8.4. Bluetooth — Wireless Connections

Bluetooth is a wireless technology for connecting various devices. Two important characteristics distinguish Bluetooth from IrDA: the individual devices do not need to “see” each other directly and several devices can be connected in a network with a maximum data rate of 720 Kbps (in the current version 1.1). Theoretically, Bluetooth is even capable of communicating through walls. However, in practice this largely depends on the properties of the walls and the device class. There are three device classes with maximum transmission ranges between ten and a hundred meters.

8.4.1. Profiles

In Bluetooth, services are defined by means of profiles, such as the file transfer profile, the basic printing profile, and the personal area network profile. To enable a device to use the services of another device, both must understand the same profile — a piece of information that is often missing on the device package and in the manual. Although some manufacturers strictly comply with the definitions of the individual profiles, others do not. Nevertheless, the communication between the devices usually works smoothly.

8.4.2. Software

To be able to use Bluetooth, you need a Bluetooth adapter (built-in or external), drivers, and a Bluetooth protocol stack. By default, the Linux kernel contains the basic drivers needed for using Bluetooth. The Bluez system is used as protocol stack. Additionally, install all packages associated with Bluetooth (bluez-libs, bluez-bluefw, bluez-pan, bluez-sdp, and bluez-utils), as these provide some necessary services and utilities.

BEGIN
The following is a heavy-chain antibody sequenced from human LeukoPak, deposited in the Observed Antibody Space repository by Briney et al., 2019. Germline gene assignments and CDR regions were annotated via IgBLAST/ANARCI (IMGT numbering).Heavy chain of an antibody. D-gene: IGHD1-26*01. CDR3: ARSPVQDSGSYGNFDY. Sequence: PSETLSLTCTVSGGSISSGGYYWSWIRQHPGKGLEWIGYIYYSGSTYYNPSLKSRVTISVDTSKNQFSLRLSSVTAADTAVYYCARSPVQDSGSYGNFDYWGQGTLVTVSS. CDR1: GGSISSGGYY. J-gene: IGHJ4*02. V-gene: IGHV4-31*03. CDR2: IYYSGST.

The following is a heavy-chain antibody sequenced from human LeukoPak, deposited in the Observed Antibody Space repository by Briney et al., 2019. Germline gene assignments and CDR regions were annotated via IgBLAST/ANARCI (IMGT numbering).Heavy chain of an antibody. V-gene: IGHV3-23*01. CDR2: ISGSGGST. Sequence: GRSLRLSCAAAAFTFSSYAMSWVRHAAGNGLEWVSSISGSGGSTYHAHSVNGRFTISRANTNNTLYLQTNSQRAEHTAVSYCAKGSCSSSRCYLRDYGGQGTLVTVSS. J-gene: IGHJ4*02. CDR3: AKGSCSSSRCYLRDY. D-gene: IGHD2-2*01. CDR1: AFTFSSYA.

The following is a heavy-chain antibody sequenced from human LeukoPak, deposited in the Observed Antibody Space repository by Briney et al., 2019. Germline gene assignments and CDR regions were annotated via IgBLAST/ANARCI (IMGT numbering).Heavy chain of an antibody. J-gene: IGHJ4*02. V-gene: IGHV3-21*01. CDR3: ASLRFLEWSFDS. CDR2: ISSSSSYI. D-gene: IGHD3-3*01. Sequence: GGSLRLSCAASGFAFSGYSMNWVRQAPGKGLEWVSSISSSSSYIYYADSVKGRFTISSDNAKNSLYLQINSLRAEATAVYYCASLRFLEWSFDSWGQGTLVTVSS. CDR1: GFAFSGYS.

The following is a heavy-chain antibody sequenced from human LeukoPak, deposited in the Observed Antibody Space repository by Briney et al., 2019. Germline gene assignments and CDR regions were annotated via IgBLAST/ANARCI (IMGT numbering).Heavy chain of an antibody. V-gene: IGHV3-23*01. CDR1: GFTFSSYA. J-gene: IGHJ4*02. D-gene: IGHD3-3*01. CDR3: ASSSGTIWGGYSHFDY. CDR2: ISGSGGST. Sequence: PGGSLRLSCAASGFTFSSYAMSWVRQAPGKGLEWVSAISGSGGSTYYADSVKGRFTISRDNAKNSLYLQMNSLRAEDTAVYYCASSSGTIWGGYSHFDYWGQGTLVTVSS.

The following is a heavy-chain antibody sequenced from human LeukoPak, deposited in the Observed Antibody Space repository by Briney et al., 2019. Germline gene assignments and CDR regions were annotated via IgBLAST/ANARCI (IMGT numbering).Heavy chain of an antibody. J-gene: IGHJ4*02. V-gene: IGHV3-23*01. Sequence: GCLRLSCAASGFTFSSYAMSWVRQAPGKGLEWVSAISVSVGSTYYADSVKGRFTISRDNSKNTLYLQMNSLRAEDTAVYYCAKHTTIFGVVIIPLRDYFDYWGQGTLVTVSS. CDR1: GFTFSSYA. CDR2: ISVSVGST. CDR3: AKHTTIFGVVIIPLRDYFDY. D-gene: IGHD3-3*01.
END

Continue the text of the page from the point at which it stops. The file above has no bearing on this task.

8.4.3. Configuration

The configuration files described in this section can only be modified by the user root. Currently, there is no graphical user interface for setting the parameters. Therefore, the files must be modified with a text editor.

A PIN number provides basic protection against unwanted connections. Mobile phones usually query the PIN when establishing the first contact (or when setting up a device contact on the phone). For two devices to be able to communicate, both must identify themselves with the same PIN. On the computer, the PIN is located in the file /etc/bluetooth/pin. Currently, only one PIN is supported in Linux, regardless of the number of installed Bluetooth devices. Thus, multiple devices cannot be addressed with different PINs. Accordingly, you need to set the same PIN on all devices or deactivate the PIN authentication entirely.

[Important]Security of Bluetooth Connections

Despite the PINs, the transmission between two devices may not be entirely secure.

/etc/bluetooth/hcid.confis main configuration file for Linux Bluetooth. Various settings, such as the device names and the security modes, can be modified in this file. Usually, the settings should be adequate. The file contains comments describing the options for the various settings.